Article ID: CBB969296859

How to Call a Duck (2022)


“With this record, you can become a really expert caller in a short time.…It is just as important as your gun.”—Advertisement for Herter’s Famous Calling Records (1956). The use of duck-calling horns and whistles by hunters in North America dates back to the mid–nineteenth century. Hand-turned calls were made of wood or cane, with copper, brass, tin, or cane reeds. In the 1930s, factory-produced calls offered options in plastic and hard rubber. In the following decade, call manufacturers and sporting goods companies sought to increase their customer base by circulating instructional pamphlets and training records. These materials standardized both the sounds of the calls and consumer expectations. In doing so, they were part of a longer tradition of manuals and handbooks that articulated protocols for the self-directed mastery of specialized knowledge, training the body in specific actions that, in the case of calling ducks, would enable humans to communicate with nonhuman others.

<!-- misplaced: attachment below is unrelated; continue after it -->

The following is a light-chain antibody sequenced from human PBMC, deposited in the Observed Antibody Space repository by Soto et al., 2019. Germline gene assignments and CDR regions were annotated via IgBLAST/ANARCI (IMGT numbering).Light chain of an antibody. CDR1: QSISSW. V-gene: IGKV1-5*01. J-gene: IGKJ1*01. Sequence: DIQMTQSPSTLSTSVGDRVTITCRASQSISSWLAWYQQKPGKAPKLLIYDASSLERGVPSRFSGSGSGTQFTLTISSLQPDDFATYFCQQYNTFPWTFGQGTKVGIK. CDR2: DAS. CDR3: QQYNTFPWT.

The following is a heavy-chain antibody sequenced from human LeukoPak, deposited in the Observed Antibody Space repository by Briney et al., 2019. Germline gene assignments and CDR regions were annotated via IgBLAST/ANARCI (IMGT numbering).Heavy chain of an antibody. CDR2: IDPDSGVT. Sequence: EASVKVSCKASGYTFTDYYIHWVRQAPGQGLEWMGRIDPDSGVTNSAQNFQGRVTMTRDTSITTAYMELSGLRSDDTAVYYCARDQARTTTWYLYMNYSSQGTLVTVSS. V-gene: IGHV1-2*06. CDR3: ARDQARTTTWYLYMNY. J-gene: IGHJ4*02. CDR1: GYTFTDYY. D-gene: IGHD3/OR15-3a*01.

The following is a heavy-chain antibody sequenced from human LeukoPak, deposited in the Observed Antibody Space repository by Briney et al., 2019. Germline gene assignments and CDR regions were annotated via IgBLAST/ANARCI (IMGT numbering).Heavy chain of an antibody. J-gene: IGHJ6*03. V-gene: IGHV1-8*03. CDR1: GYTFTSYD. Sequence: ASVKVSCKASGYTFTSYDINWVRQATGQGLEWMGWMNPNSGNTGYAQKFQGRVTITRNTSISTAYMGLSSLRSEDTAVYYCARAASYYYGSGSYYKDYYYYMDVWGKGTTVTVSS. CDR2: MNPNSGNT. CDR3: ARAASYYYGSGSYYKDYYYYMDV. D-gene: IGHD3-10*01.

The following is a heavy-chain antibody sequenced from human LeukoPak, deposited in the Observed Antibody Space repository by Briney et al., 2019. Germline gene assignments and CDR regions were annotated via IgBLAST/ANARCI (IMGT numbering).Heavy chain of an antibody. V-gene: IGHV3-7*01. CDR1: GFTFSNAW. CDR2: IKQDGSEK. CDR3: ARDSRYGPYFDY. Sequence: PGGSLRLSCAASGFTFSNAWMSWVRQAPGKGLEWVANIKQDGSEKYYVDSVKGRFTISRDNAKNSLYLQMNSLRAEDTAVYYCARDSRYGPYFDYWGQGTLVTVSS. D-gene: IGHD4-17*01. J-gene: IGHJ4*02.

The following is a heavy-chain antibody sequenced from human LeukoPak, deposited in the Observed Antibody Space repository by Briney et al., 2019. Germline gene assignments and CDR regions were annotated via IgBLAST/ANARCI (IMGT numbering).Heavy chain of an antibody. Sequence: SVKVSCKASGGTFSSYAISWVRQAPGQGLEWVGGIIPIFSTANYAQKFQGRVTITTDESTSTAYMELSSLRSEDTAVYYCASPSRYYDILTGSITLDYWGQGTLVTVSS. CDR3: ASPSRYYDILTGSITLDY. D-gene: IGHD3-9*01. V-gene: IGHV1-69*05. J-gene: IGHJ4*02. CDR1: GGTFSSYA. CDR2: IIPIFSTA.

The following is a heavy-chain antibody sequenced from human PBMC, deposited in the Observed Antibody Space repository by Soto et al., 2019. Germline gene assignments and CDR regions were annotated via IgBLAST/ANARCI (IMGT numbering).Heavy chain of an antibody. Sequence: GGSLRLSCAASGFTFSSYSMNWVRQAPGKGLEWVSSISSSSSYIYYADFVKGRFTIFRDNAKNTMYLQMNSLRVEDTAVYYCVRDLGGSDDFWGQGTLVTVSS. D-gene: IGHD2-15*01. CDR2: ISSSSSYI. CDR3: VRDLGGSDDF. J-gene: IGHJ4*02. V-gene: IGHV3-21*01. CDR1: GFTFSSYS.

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Article Henry M. Cowles; Chitra Ramalingam (2022) Introduction. Historical Studies in the Natural Sciences (pp. 118-119). unapi

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Authors & Contributors
Kate Hunter
Mason, Jennifer
Martin A. Sidor
Jaroš, Filip
Peter B. Logan
Brentari, Carlo
Archives of Natural History
The Journal of New Zealand Studies
Pennsylvania History: A Journal of Mid-Atlantic Studies
Llull: Revista de la Sociedad Española de Historia de las Ciencias y de las Técnicas
History and Theory
History and Philosophy of the Life Sciences
Johns Hopkins University Press
University of Nebraska Press
University of California Press
UBC Press
Oxford University Press
Human-animal relationships
Nature and its relationship to culture; human-nature relationships
Hunting; trapping
Science and culture
Uexküll, Jakob Johann von
Portmann, Adolf
Paz Graells, Mariano de la
MacGillivray, William
Darwin, Charles Robert
Audubon, John James
Time Periods
19th century
20th century
21st century
20th century, early
18th century
20th century, late
United States
Great Britain
Philadelphia, PA
Atlantic world
Nile River

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